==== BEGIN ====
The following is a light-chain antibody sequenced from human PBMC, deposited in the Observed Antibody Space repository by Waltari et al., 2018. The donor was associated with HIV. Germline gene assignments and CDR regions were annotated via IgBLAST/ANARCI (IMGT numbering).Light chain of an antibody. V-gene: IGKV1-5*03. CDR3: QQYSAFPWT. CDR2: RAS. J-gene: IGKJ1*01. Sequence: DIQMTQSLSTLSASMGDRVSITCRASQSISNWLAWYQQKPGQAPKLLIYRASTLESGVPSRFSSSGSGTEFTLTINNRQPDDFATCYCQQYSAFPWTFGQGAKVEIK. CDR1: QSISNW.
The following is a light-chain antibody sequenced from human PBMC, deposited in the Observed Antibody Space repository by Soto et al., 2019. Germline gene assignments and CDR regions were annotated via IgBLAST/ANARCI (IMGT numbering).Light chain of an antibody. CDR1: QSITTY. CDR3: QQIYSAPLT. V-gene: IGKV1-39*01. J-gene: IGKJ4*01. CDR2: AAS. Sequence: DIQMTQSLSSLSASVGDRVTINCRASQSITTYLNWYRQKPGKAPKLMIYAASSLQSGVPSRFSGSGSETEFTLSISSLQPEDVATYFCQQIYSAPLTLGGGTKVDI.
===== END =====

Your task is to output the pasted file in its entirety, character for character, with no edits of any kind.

The following is a light-chain antibody sequenced from human PBMC, deposited in the Observed Antibody Space repository by Waltari et al., 2018. The donor was associated with HIV. Germline gene assignments and CDR regions were annotated via IgBLAST/ANARCI (IMGT numbering).Light chain of an antibody. V-gene: IGKV1-5*03. CDR3: QQYSAFPWT. CDR2: RAS. J-gene: IGKJ1*01. Sequence: DIQMTQSLSTLSASMGDRVSITCRASQSISNWLAWYQQKPGQAPKLLIYRASTLESGVPSRFSSSGSGTEFTLTINNRQPDDFATCYCQQYSAFPWTFGQGAKVEIK. CDR1: QSISNW.
The following is a light-chain antibody sequenced from human PBMC, deposited in the Observed Antibody Space repository by Soto et al., 2019. Germline gene assignments and CDR regions were annotated via IgBLAST/ANARCI (IMGT numbering).Light chain of an antibody. CDR1: QSITTY. CDR3: QQIYSAPLT. V-gene: IGKV1-39*01. J-gene: IGKJ4*01. CDR2: AAS. Sequence: DIQMTQSLSSLSASVGDRVTINCRASQSITTYLNWYRQKPGKAPKLMIYAASSLQSGVPSRFSGSGSETEFTLSISSLQPEDVATYFCQQIYSAPLTLGGGTKVDI.